Heatherly30 Posted 27 Apr 2012 , 7:18pm
post #1 of

I used a crusting buttercream with shortening and butter. I notice some "lighter/whiter" spots on my cakes when I have colored the buttercream. Image

If you look above Phineas and Ferb in this photo, you may see what I am talking about. What causes this? Is it the butter? Is it my cheapo shortening? No one says anything about it, but it bothers me.

27 replies
Heatherly30 Posted 27 Apr 2012 , 7:20pm
post #2 of

Ugh.. course the image doesn't show up...here's the link...

http://cakecentral.com/gallery/2311705/2311713/birthday-cake-photos

http://cakecentral.com/gallery/2311705/2311713/birthday-cake-photos

jones5cm Posted 27 Apr 2012 , 7:43pm
post #3 of

I use the 'cheapo shortening' too b/c of the transfat content; but I'm thinking that it may be the color you're using...what type do you use? gel, paste, powder?

Ashleyssweetdesigns Posted 27 Apr 2012 , 7:47pm
post #4 of

It seems like it might be the recipe do you mind posting it?

icer101 Posted 27 Apr 2012 , 8:14pm
post #5 of

Hi, i googled the question and saw hundreds of answers. This is one of them


http://www.bakedecoratecelebrate.com/askus/question.cfm?id=F65ECF5F-423B-522D-F31FB9D5A9005C24&cid=DD566FF6-423B-522D-FAE3CB40D55E4F78

Heatherly30 Posted 27 Apr 2012 , 8:17pm
post #6 of

I used Americolor to tint.

My recipe is the Mock SugarShack Recipe:

2 cups Shortening (it contains 2.5 g TransFat per TB)
2 cups butter (Land o' Lakes)
3-4 TB flavoring (vanilla and Lorann Princess Emulsion)
1/3 c coffee creamer
1/3 c boiling water
1 tsp salt
4 lbs powdered sugar

jones5cm Posted 27 Apr 2012 , 8:32pm
post #7 of

Good find icer101...that make sense!!

Crazboutcakes Posted 27 Apr 2012 , 8:34pm
post #8 of
Quote:
Originally Posted by Heatherly30

I used Americolor to tint.

My recipe is the Mock SugarShack Recipe:

2 cups Shortening (it contains 2.5 g TransFat per TB)
2 cups butter (Land o' Lakes)
3-4 TB flavoring (vanilla and Lorann Princess Emulsion)
1/3 c coffee creamer
1/3 c boiling water
1 tsp salt
4 lbs powdered sugar





From what you have in the recipe, I believe it was the salt, sometimes when it is not fully disolved and than color is added you get spots in the color. Just my guess.

kakeladi Posted 27 Apr 2012 , 9:08pm
post #9 of

There is NO real answer to your ? icon_sad.gif It has been kicked around for yrs already.
Please read, read, read all you can find.
When I was teaching Wilton classes this came up w/several of my students and I asked on here (yrs ago!) and tried all the suggestions. We 1st thought it might be the minerals in the local water supply as one of the students lived where the water was very hard - very bad. However, nothing we tried really solved the problem.
It could be any of what was mentioned in that link above.
I tend to think it mostly has to do w/not mixing/creaming the ingredients well.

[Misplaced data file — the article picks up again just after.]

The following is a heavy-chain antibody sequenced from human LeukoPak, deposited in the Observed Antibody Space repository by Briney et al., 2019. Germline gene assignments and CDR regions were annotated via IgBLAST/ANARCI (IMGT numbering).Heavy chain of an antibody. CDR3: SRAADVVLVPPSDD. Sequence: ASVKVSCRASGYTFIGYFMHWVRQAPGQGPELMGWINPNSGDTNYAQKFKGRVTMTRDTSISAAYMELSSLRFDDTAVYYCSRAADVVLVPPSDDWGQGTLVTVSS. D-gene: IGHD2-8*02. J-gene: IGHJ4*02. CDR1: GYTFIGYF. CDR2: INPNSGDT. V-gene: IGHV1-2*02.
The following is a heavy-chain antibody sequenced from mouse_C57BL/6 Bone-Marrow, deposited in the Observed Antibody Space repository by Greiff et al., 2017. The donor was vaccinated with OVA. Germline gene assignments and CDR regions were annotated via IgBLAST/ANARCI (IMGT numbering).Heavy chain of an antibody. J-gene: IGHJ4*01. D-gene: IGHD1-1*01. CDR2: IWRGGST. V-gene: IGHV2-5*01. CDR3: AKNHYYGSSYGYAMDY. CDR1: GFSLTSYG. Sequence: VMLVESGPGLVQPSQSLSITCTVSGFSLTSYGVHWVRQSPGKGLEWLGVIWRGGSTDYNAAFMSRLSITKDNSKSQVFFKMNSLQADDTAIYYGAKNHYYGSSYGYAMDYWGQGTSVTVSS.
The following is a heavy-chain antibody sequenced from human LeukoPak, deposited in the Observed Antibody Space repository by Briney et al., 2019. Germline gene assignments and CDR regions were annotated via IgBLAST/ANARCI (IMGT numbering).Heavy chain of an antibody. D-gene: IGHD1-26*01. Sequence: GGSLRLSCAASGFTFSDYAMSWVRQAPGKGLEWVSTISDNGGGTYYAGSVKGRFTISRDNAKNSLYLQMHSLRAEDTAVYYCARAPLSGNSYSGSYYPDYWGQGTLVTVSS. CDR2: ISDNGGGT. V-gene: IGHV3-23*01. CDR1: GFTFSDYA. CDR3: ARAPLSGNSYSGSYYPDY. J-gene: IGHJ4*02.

It's interesting that over my 30+ yrs I don't remember it ever happening to me.

hbquikcomjamesl Posted 27 Apr 2012 , 9:32pm

Harrumph. My answer to every buttercream question is probably always going to be "cold process buttercream, the recipe that's been on the back of the powdered sugar box since before I was born." icon_wink.gif

It's cheap, it's easy to mix by hand, it takes additions and modifications well, and I've never heard of that stuff developing light spots.

(The only light spots I see in the picture are in the deep cyan surface behind the figures, just over their heads. Is that what we're talking about? Because they're the only ones I see, and if I weren't looking for light spots, I never would have noticed them.)

DeniseNH Posted 27 Apr 2012 , 10:39pm

Remember the old saying "oil and water don't mix" , well it's the same with icing. Use milk for your liquid in your colored icing and the spotting will disappear like magic.

hbquikcomjamesl Posted 27 Apr 2012 , 11:16pm

Aha! I thought water seemed an odd ingredient for buttercream!

Crazboutcakes Posted 27 Apr 2012 , 11:22pm
Quote:
Originally Posted by hbquikcomjamesl

Aha! I thought water seemed an odd ingredient for buttercream!




I always use milk with my buttercream and it is comes out great, sometimes use flavored creamers too.

hbquikcomjamesl Posted 27 Apr 2012 , 11:29pm

And the recipe that's been on the back of the powdered sugar box since before I was born specifically calls for (1) milk, and (2) salted butter.

My own maple variation calls for maple syrup in place of the milk (pref. Vermont Grade B, for its robustness of flavor; I generally prefer a 50/50 mix of "Fancy" and "A Medium" for table use), but then again, I don't generally put deep tints in that stuff; the maple (and a dash of cinnamon, if I remember right) provide enough color.

Sandylee05 Posted 28 Apr 2012 , 12:34am

I just got on here to ask this same exact question!! I realized that when I make a cake that has a lot of food color; white spots appear. I make a cake, but a few hours later it's covered with spots! I'm not sure if it's just certain colors. I was very happy to read the replies to this because I believe it's a hard water problem! I have a reverse osmosis water filter in the house, so I didn't have trouble until I started baking outside in the cake shop that my dh built a few years ago. I usually just use regular tap water out there. Our water is so hard, it is off the charts.

Yes, I use water in my icing recipe, I use a good hi-ratio shortening, I sift the powdered sugar, I thoroughly whip the hi ratio, mix in the butter very well, and I use high quality gel food color.